Differences Between Titebond Glues

Article - August 4, 2010

Here’s a fundamental question from Jason. He asks:

Hey Marc I have a really dumb question for you. Is there any real significant difference between Titebond Original, II, and III wood glues? Is one really better than another? Thanks for your time.

Not a dumb question at all Jason. Everyone has this question at one point or another. There are actually a number of differences between the three glue types if you dig into the details. But in my opinion, there are only a few factors that really make a difference to the average woodworker.

Price:

The first one you probably already noticed is the price. Looking at Rockler’s current pricing on quarts, we have $8.59 for Titebond Original, $10.49 for Titebond II, and $13.99 for Titebond III.

Water Resistance:

The second difference is water resistance. Titebond Original is for interior use only, Titebond II is water-resistant, and Titebond III is waterproof (well, technically its MORE water-resistant). So if you have a project that will be exposed to light water (cutting boards, outdoor furniture, etc..), Titebond II will suffice. If you have a project that will be submerged for short periods or exposed to ambient moisture for extended periods, consider Titebond III.

Open Time:

The third difference is open time. Titebond III offers twice the open time of Titebond II and Original. So for those complex glue-ups, Titebond III would be a good choice. As an aside, you might also look at Titebond Extend if you need even more open time.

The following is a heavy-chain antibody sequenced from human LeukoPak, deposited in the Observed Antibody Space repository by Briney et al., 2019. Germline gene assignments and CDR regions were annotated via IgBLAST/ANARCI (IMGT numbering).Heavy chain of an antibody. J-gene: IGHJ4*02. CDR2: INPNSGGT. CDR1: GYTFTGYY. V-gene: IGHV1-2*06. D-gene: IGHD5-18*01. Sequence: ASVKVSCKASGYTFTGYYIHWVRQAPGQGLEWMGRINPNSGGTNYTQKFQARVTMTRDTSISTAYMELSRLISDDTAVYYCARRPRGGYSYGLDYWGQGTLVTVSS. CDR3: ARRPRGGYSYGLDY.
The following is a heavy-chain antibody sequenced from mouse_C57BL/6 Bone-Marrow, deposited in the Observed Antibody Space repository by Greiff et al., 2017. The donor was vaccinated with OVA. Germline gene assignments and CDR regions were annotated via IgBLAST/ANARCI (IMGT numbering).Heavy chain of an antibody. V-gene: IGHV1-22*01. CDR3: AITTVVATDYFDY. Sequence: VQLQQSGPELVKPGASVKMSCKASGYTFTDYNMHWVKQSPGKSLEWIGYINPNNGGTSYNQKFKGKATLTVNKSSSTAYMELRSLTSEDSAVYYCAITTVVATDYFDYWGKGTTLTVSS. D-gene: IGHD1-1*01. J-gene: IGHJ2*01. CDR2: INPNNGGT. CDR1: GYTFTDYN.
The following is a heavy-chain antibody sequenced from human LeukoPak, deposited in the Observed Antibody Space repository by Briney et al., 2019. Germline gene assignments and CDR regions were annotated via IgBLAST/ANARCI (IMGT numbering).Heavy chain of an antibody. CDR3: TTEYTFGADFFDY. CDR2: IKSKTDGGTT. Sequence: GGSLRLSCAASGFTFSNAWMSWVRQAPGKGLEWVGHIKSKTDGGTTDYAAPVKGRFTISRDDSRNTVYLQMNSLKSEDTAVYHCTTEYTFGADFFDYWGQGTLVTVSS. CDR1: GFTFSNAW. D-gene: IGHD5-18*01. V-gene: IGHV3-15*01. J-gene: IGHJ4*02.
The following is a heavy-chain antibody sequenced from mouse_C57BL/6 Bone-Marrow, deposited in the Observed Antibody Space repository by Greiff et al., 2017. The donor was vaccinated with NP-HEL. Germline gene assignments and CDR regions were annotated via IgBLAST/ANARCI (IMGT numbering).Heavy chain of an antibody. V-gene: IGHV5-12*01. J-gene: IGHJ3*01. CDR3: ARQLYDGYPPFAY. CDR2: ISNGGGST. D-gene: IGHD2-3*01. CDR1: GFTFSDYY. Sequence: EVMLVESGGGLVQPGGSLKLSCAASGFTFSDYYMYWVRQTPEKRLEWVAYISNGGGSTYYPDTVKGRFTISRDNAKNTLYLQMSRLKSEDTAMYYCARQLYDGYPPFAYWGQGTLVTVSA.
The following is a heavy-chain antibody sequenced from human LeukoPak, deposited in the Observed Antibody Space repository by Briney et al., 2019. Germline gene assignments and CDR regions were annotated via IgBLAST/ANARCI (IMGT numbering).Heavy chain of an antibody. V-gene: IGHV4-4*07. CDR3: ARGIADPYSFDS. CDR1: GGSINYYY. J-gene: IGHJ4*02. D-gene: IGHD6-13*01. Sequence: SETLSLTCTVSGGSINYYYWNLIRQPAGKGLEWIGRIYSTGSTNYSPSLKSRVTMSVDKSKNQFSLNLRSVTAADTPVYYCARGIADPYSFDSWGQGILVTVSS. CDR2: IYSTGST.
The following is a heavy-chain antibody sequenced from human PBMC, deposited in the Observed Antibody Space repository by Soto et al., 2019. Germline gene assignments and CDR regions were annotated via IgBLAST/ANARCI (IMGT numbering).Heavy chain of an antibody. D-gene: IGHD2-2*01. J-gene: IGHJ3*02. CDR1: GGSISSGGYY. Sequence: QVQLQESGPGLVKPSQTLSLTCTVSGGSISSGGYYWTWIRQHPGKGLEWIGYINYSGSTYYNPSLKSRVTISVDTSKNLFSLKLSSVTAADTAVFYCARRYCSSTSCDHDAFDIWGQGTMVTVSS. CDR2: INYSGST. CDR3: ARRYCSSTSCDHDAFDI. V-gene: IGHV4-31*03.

Strength:

Strength-wise, there are some differences as well. But in my opinion, not enough to justify paying the cost difference between the three varieties. Check out the PSI strength ratings below.

I recently had someone give me crap for using TB III on a project when all I needed was Titebond Orginal. And then I used TB II on a project where TB III would have been stronger. Well I don’t know about you guys, but I am not about to stock three different types of PVA glue just for the sake of a few hundred theoretical PSI. A properly-fit joint with the appropriate amount of pressure will create an incredibly strong and reliable bond using any of the three glues.

So bottom line is for indoor projects, all you really need is Titebond Original. If you occasionally make outdoor projects and cutting boards, stock up on Titebond II instead. And if budget isn’t a factor and you don’t mind paying significantly more, you may as well just go with Titebond III and cover all the bases.

And speaking of Titebond glues, you can pick up all of your glue supplies and accessories in our Amazon Store. Its a great way to get the stuff you need while helping support The Wood Whisperer!

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